Press release from Scottish SPCA (17 July 2020)
Scottish SPCA raise concerns after animals die suffering in illegal snares and traps
The Scottish SPCA is appealing for information after being alerted to deceased animals caught in illegal snares and traps over the last month.
The Society’s special investigations unit was alerted to two incidents of badgers in illegal snares in North Lanarkshire since 5 July and a hare was discovered trapped in a spring trap in the Pentland Hills on 18 June.
From 2018 to 2019, the charity dealt with almost 60 incidents involving animals caught in snares and traps. The majority of these animals were dead on arrival.
Scotland’s animal welfare charity supports an outright ban on all snares due to the level of suffering an animal is caused.
The snares that killed the badgers were illegal as both had been set on a fence line. This is unlawful due to the risk of an animal trapped being wholly or partially suspended which can lead to severe unnecessary suffering. The snares also did not have a ‘stop’ which does not allow the device to tighten after a certain point. All snares are legally required to have an identification tag but this was absent on both devices. The snare in Motherwell was made out of nylon which is an illegal material for use in snares.
The hare was caught in an outdated spring trap which became illegal for use on non-target animals in April 2020. Trap operators should be aware of the recent change in legislation that dictates which traps are legal and which traps are no longer approved. This particular trap was unapproved and was not legal in the circumstances in which it was used.
Scottish SPCA special investigations inspector, who cannot be named due to undercover operations, said:
“Snare and trap operators must check on the device every 24-hours and this was not the case in these incidents.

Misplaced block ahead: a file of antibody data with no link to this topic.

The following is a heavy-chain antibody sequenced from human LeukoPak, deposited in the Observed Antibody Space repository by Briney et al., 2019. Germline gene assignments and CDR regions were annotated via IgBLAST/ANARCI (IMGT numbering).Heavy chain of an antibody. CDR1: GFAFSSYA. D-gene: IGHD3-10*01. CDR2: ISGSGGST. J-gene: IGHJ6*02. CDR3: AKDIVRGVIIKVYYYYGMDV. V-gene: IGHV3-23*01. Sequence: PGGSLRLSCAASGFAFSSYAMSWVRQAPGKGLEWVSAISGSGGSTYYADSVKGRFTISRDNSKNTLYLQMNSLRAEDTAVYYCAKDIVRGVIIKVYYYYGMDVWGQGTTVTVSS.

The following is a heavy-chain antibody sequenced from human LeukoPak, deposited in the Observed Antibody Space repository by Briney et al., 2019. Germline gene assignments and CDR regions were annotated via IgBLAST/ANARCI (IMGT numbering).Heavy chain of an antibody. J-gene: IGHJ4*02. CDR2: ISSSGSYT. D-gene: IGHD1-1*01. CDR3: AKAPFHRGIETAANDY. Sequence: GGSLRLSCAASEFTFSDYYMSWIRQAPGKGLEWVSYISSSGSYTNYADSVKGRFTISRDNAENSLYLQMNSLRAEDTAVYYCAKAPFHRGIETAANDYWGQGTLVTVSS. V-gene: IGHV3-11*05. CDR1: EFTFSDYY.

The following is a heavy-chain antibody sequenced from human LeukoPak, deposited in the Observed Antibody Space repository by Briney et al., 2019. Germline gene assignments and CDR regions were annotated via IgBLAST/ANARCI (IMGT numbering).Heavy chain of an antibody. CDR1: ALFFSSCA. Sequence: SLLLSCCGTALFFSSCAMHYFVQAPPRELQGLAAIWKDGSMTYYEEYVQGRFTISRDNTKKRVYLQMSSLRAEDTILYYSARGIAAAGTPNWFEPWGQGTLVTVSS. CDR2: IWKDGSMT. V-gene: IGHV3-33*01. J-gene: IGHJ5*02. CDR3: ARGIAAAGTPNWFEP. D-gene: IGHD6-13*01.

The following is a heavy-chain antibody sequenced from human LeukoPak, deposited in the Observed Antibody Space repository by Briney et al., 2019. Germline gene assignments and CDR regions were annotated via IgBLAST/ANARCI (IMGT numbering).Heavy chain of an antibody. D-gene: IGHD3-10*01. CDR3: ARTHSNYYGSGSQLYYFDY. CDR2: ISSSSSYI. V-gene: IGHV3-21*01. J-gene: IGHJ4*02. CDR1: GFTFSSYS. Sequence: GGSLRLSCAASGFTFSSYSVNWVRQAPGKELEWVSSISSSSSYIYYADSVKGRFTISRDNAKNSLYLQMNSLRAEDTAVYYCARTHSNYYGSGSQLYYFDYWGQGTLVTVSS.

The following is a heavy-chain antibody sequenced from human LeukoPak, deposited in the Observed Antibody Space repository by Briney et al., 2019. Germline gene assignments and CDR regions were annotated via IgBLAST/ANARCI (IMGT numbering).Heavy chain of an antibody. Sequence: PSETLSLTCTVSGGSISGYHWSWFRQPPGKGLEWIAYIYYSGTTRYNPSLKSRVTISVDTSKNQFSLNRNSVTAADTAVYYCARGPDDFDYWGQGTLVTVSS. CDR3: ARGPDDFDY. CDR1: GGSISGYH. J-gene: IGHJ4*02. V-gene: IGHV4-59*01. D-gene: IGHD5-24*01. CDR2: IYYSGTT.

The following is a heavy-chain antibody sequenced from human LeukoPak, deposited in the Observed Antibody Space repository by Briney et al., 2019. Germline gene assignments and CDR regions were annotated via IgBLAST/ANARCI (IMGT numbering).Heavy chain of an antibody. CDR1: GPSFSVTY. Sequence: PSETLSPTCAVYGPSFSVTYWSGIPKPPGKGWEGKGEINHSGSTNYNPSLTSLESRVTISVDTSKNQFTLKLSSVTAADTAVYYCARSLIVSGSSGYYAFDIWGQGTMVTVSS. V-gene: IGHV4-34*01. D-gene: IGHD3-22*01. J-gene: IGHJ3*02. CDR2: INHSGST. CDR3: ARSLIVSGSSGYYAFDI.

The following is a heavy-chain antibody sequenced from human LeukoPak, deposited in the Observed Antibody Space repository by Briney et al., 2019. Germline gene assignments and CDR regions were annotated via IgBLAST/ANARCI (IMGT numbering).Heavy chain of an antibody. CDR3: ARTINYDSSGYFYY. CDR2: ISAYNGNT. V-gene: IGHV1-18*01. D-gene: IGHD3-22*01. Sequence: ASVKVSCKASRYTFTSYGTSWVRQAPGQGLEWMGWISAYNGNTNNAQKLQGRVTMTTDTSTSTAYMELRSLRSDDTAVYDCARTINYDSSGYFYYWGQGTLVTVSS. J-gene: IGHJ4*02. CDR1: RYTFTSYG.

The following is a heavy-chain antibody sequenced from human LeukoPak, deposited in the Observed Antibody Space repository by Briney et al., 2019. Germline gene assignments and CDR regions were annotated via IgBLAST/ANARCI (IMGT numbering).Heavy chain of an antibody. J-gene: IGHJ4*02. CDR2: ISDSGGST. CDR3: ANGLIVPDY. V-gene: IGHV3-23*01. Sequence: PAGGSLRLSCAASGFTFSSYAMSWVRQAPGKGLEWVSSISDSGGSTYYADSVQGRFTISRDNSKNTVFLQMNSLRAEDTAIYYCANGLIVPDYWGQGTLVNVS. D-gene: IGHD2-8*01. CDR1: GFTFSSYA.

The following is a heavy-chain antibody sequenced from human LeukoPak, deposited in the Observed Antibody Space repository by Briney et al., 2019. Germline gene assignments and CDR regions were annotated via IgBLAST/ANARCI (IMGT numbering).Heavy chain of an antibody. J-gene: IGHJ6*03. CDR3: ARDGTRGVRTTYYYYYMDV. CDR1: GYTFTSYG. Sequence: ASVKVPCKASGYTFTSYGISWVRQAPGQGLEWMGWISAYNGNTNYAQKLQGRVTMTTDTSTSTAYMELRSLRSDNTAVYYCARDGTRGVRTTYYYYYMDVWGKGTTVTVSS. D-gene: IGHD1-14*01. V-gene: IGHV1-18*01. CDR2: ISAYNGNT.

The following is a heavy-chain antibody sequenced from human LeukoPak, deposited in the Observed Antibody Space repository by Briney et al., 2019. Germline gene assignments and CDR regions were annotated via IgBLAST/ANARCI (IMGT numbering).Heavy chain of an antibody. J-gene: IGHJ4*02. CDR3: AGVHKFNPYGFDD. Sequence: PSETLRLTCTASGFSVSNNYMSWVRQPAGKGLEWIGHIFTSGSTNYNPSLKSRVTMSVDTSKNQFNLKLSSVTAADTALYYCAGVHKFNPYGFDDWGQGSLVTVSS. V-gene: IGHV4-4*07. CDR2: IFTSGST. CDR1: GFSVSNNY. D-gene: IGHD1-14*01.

These animals were caused unimaginable physical and mental anguish being caught in these traps. The creatures will have experienced slow and agonising deaths. The level of suffering they would have felt is unimaginable.
The badger in Airdrie had been dead for two or three months and in Motherwell, the animal had been deceased for over 24 hours.
The badgers must have passed under the fence and become caught in the snare. One under its front legs and the other around its neck. Both animals must have panicked and this caused the snare to constrict them further and further.
The hare was found in the Pentland Hills near Balerno trapped by its front leg. By the time we found it, the leg had almost been severed due to the amount of struggle and fight put up by the animal.
These areas are popular with dog walkers so we would ask that anyone with pets in the areas are vigilant. Snares and traps are indiscriminate and domestic animals such as dogs and cats can also be caught in them. It is illegal for anyone to tamper with a legally set snare or trap so we would ask the public not to attempt this. If someone suspects a device is set illegally then they should contact us immediately.
We’ve been working closely with our partners at Police Scotland on these wildlife crimes and both agencies are keen to find those responsible.
We’d also like to thank the owners of the land in Airdrie, Premier Woodlands, who have been fully cooperative and are keen to find those responsible.
If anyone has any information on whoever may have set these snares or traps or if anyone finds what they believe to be an illegal item, we would urge them to phone our animal helpline immediately on 03000 999 999. All calls can be treated confidentially.”